POP­ULISM WON’T STOP SABC WOES

New board and man­age­ment must get on with their work, how­ever tough it may be, write Duduet­sang Makuse and Jus­tine Limpit­law

CityPress - - Voices - Makuse and Limpit­law are with the SOS Coali­tion

Last year, Par­lia­ment’s ad hoc com­mit­tee on the

SABC is­sued its ground­break­ing re­port, which ex­am­ined the pub­lic broad­caster’s dis­as­trous fi­nan­cial po­si­tion; its nu­mer­ous wrong­ful staff ap­point­ments; and the over­all lack of in­de­pen­dence of the SABC, char­ac­terised by min­is­te­rial in­ter­fer­ence.

Af­ter for­mer chief op­er­at­ing of­fi­cer Hlaudi Mot­soe­neng’s ex­pen­sive and fu­tile court bat­tles, the high court en­dorsed the SOS Sup­port Pub­lic Broad­cast­ing Coali­tion’s view that the SABC was not an or­di­nary state-owned en­ter­prise and needed to be in­de­pen­dent. Par­lia­ment acted swiftly to ap­point a com­pe­tent and in­de­pen­dent board, whose cre­den­tials are ex­cel­lent. In turn, they acted swiftly to bring in talent.

The ex­ec­u­tive got to work on de­vel­op­ing a much­needed turn­around plan to right the sink­ing ship. And there was a lot to turn around. The big­gest prob­lem was – and is – a salary bill of R3.1 bil­lion that was en­tirely unaffordable. It was clearly un­ten­able and jeop­ar­dises the fi­nan­cial sus­tain­abil­ity of the SABC. As part of its turn­around plan, the SABC gave no­tice, pub­licly, that re­trench­ments were in the mix.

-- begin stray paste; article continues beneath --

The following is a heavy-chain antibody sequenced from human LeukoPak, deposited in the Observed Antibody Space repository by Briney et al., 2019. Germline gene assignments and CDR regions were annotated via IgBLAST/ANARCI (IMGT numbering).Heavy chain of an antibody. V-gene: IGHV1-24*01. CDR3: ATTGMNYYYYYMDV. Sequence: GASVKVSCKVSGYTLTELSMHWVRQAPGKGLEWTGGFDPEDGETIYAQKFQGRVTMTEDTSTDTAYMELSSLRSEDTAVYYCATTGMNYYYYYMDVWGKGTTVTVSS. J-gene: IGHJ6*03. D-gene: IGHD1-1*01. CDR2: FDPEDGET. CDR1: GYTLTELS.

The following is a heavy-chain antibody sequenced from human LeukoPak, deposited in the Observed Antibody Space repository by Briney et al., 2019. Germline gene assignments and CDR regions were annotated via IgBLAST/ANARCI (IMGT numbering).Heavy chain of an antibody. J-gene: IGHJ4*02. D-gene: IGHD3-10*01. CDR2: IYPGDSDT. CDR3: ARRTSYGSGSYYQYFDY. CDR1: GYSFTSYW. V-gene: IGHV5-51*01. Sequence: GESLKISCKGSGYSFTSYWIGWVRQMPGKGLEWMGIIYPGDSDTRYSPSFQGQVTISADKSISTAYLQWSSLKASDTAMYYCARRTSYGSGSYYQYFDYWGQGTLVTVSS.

In the uproar that fol­lowed, you would have been for­given for for­get­ting that cost-sav­ing mea­sures, which in­cluded a re­duc­tion of the wage bill, were among the terms and con­di­tions that were or­dered by then fi­nance min­is­ter Pravin Gord­han when he gave the SABC a govern­ment bank guar­an­tee of R1.47 bil­lion in 2009. The SABC man­aged to turn it­self around and pay back part of the loan given to it by Ned­bank on the back of the govern­ment guar­an­tee. But, by 2011, it still failed to meet some of the crit­i­cal tar­gets that came with the guar­an­tee, among them to:

● En­hance ad­ver­tis­ing rev­enue by R535 mil­lion;

● In­crease spon­sor­ship rev­enue by R128 mil­lion;

● De­crease the wage bill by R287 mil­lion; and

● Re­duce pro­fes­sional or con­sul­tancy fees by R136 mil­lion.

In 2012, Mot­soe­neng went on a hir­ing and purg­ing spree, among other ac­tiv­i­ties that Par­lia­ment later cat­e­gorised as waste­ful and ir­reg­u­lar ex­pen­di­ture. A layer of mid-level man­agers was hired un­law­fully es­sen­tially to carry out Mot­soe­neng’s di­rec­tives. The Spe­cial In­ves­ti­gat­ing Unit is­sued a sum­mons against Mot­soe­neng for R21 mil­lion, which in­cluded R11 mil­lion in bonuses and R10.7 mil­lion in dam­ages re­lated to ir­reg­u­lar ap­point­ments and dis­missals of staff dur­ing his ten­ure. Ad­di­tion­ally, the Pub­lic Pro­tec­tor and the Au­di­tor-Gen­eral have made de­tailed find­ings in re­spect of Mot­soe­neng’s un­law­ful and waste­ful staffing bloat.

One would have thought that Par­lia­ment would have re­acted with rue­ful sym­pa­thy for SABC man­age­ment given the predica­ment it in­her­ited, es­pe­cially con­sid­er­ing its own woe­ful lack of proper over­sight of suc­ces­sive fail­ing SABC boards and ex­ec­u­tive man­age­ment. Oddly, this didn’t hap­pen.

The DA de­manded that the ex­ec­u­tive directors’ salaries im­me­di­ately be dis­closed – they are al­ways dis­closed in the an­nual re­port. But, in­stead of sim­ply writ­ing to the SABC re­quest­ing this, the DA went via the min­is­ter of com­mu­ni­ca­tions, the Cabi­net po­si­tion re­spon­si­ble for his­tor­i­cally egre­gious and un­law­ful in­ter­fer­ence in SABC af­fairs go­ing back more than a decade. Said min­is­ter thus had grist for her mill of at­tack­ing the SABC’s pro­posed re­trench­ments, with cer­tain unions whose un­flag­ging sup­port for Mot­soe­neng is a mat­ter of pub­lic record.